Russia’s Deputy Foreign Minister Sergei Ryabkov denies that Russia intends to send military forces across the border, stating that there are “no plans, no intentions to attack Ukraine.”
Some analysts believe Russian energy sales to Europe are too important to the Russian economy for Putin to risk any kind of disruption that an invasion might cause. Other analysts believe that Russia is in good financial and economic shape to withstand economic pushback from the U.S. and the EU which might result from an invasion.
Other analysts think that Russia does not believe the military and political conditions are appropriate for a military intervention. For example, Eugene Chausovsky argued in Foreign Policy that based on an analysis of past Russian military engagements and non-engagements, the conditions in Ukraine do not meet Russia’s standard for an invasion.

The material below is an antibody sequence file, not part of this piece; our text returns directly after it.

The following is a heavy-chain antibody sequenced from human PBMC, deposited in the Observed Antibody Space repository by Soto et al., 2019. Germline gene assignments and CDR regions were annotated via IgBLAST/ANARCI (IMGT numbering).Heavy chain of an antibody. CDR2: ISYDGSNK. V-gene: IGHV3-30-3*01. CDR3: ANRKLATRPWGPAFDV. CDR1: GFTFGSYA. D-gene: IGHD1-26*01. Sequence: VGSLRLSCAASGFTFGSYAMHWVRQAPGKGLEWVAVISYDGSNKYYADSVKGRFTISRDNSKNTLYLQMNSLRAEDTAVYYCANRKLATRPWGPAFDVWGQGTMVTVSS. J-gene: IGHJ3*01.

Taras Kuzio argued in a piece for the Atlantic Council that a lack of popular support in Russia for a full-scale invasion of Ukraine will keep Putin from pulling the trigger.
If Russia does invade Ukraine, the West is not prepared to respond militarily. Ukraine is not a member of NATO, so the organization is not required to defend Ukraine’s borders.
President Biden has also stated that he will not send American troops to the area. However, both the U.S. and the U.K. have pledged to send “defense weapons systems” to Ukraine, with the U.S. committing to provide Ukraine with $200 million in military aid including “Javelin anti-tank missiles, Stinger missiles, small arms, and boats.”